Ted McKinney must have felt like the anonymous benefactor on the decades-old TV show where someone received a huge amount of money to do something they needed to do. He wasn't exactly anonymous, but the Director of the Indiana State Department of Agriculture reports that awarding Clean Water Indiana grants recently emphasized ISDA's commitments to working with partners across Indiana to develop more conservation practices.
The Clean Water Indiana program is the successor of the T by 2000 program, Indiana's first-foray into supporting soil conservation efforts with state dollars. It dates to 1986. Part of the money for Clean Water Indiana is raised by a cigarette tax, dating back to when T by 2000 was established. The legislature also has appropriated additional monies in some years to go toward these grants.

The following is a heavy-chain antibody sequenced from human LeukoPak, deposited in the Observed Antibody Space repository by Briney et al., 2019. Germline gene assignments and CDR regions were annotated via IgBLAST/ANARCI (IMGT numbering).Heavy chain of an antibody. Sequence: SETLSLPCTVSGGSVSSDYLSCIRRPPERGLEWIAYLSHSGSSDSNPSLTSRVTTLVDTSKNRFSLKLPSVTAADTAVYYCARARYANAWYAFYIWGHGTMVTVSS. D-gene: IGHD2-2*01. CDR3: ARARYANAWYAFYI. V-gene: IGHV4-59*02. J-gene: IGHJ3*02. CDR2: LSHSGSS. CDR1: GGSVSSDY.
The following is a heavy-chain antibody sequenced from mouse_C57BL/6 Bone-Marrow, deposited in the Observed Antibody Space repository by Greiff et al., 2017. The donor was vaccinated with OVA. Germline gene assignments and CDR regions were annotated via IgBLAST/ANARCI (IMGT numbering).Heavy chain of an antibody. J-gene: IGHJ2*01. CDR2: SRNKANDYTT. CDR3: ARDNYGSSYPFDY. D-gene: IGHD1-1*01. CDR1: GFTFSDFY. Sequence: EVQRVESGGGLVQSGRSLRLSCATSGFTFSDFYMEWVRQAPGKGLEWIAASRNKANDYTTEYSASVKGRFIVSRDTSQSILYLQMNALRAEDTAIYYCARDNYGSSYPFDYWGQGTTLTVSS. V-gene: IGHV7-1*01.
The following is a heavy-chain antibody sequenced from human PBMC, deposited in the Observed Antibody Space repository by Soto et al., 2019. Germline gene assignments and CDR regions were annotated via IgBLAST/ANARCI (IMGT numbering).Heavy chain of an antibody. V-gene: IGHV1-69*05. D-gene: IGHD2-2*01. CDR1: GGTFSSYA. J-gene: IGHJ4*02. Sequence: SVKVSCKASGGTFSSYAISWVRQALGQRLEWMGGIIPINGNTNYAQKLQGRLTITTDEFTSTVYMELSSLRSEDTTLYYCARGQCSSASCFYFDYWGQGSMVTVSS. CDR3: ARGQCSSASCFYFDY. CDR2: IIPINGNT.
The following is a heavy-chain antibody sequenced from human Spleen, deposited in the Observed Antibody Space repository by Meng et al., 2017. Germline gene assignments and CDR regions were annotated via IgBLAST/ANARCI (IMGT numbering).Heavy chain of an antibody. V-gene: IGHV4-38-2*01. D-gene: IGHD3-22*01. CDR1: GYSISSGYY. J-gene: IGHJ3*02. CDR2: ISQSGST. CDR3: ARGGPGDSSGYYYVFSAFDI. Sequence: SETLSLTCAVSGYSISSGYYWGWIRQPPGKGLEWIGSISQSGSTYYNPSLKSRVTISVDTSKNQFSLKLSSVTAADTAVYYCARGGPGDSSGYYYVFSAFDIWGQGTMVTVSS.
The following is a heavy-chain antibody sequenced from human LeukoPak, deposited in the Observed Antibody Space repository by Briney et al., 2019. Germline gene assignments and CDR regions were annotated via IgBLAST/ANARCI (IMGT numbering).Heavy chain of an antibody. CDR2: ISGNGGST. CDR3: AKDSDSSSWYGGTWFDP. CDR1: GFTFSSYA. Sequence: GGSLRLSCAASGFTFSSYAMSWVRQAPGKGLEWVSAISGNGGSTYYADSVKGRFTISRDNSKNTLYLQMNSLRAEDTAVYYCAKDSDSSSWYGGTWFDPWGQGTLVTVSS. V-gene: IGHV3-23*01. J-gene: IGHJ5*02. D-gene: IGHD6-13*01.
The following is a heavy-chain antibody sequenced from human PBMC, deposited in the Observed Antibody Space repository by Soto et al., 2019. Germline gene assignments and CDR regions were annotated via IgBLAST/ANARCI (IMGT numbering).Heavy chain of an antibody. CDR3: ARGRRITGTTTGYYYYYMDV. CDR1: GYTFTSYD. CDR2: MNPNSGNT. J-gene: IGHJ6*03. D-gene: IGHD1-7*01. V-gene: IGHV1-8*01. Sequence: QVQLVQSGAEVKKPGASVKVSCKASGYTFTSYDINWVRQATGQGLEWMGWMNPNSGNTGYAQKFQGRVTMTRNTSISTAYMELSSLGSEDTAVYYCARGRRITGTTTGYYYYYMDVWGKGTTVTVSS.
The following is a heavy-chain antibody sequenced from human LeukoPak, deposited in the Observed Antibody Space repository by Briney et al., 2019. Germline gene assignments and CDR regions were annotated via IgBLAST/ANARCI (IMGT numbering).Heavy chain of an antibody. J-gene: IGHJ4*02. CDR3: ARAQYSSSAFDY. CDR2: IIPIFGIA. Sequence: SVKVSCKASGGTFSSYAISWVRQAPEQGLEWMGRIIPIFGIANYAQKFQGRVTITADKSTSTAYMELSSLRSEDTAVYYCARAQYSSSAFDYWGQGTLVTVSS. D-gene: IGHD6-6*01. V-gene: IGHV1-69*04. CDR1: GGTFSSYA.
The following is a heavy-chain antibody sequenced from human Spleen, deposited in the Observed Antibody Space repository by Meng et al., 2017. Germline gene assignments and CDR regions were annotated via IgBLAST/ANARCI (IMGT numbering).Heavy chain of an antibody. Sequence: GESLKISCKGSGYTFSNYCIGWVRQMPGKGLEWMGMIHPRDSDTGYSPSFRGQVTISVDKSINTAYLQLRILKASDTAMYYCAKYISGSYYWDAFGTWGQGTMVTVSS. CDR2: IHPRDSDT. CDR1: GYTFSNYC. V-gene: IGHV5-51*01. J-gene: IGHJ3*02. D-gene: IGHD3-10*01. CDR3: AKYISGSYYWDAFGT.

Those receiving grants were selected based on how unique the approach offered was, and if it involved sharing across county lines. The officials who decide where the money goes look favorably on projects where multiple counties join together to tackle a common problem. After all, soil erosion and water quality issues aren't limited by county boundaries.
The Indiana State Soil Conservation Board was also involved with ISDA in selecting recipients and awarding the grants.
More than a million dollars was awarded to 14 projects. Counties receiving money for projects, grouped by how they submitted their proposal, with the lead county first, are: Crawford, Harrison and Perry; Daviess, Martin and Pike; DeKalb and Steuben; Dubois, Gibson, Pike and Posey; Hendricks, Putnam, Morgan and Owen; Jay and Blackford; Jefferson, Clark, Jackson and Scott; Lawrence, Jackson and Martin; Miami, Wabash and Kosciusko; Marion and Hendricks; Newton, Jasper, Porter, Benton and Lake; Pike, Gibson, Posey, Vanderburgh and Warrick; Ripley and Switzerland; and Miami and Wabash.